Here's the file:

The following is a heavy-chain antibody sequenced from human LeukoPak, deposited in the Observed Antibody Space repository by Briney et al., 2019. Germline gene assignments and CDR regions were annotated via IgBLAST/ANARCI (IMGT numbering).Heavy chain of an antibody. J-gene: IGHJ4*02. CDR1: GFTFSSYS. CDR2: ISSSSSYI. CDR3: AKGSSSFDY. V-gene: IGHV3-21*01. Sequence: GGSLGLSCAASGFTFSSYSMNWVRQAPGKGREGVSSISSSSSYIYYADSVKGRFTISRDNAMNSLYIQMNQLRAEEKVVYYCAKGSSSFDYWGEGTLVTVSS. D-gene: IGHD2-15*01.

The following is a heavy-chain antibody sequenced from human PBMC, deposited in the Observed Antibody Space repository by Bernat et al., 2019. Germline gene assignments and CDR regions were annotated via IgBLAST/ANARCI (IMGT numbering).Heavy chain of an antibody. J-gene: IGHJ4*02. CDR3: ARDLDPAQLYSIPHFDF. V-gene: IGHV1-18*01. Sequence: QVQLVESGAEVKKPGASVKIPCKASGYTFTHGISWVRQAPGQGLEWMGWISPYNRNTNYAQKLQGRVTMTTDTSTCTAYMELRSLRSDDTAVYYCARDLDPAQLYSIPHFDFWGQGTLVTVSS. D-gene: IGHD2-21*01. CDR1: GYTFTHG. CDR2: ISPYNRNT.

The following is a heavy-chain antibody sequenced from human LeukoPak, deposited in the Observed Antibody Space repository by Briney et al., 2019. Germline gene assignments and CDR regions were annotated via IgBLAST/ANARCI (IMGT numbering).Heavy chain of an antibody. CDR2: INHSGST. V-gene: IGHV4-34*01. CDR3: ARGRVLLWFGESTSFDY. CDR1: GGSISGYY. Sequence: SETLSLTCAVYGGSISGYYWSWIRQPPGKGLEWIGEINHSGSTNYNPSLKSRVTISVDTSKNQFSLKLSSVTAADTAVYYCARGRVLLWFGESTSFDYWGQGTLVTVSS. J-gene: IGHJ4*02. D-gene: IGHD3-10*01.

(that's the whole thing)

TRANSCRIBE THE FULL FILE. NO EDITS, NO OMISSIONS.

The following is a heavy-chain antibody sequenced from human LeukoPak, deposited in the Observed Antibody Space repository by Briney et al., 2019. Germline gene assignments and CDR regions were annotated via IgBLAST/ANARCI (IMGT numbering).Heavy chain of an antibody. J-gene: IGHJ4*02. CDR1: GFTFSSYS. CDR2: ISSSSSYI. CDR3: AKGSSSFDY. V-gene: IGHV3-21*01. Sequence: GGSLGLSCAASGFTFSSYSMNWVRQAPGKGREGVSSISSSSSYIYYADSVKGRFTISRDNAMNSLYIQMNQLRAEEKVVYYCAKGSSSFDYWGEGTLVTVSS. D-gene: IGHD2-15*01.

The following is a heavy-chain antibody sequenced from human PBMC, deposited in the Observed Antibody Space repository by Bernat et al., 2019. Germline gene assignments and CDR regions were annotated via IgBLAST/ANARCI (IMGT numbering).Heavy chain of an antibody. J-gene: IGHJ4*02. CDR3: ARDLDPAQLYSIPHFDF. V-gene: IGHV1-18*01. Sequence: QVQLVESGAEVKKPGASVKIPCKASGYTFTHGISWVRQAPGQGLEWMGWISPYNRNTNYAQKLQGRVTMTTDTSTCTAYMELRSLRSDDTAVYYCARDLDPAQLYSIPHFDFWGQGTLVTVSS. D-gene: IGHD2-21*01. CDR1: GYTFTHG. CDR2: ISPYNRNT.

The following is a heavy-chain antibody sequenced from human LeukoPak, deposited in the Observed Antibody Space repository by Briney et al., 2019. Germline gene assignments and CDR regions were annotated via IgBLAST/ANARCI (IMGT numbering).Heavy chain of an antibody. CDR2: INHSGST. V-gene: IGHV4-34*01. CDR3: ARGRVLLWFGESTSFDY. CDR1: GGSISGYY. Sequence: SETLSLTCAVYGGSISGYYWSWIRQPPGKGLEWIGEINHSGSTNYNPSLKSRVTISVDTSKNQFSLKLSSVTAADTAVYYCARGRVLLWFGESTSFDYWGQGTLVTVSS. J-gene: IGHJ4*02. D-gene: IGHD3-10*01.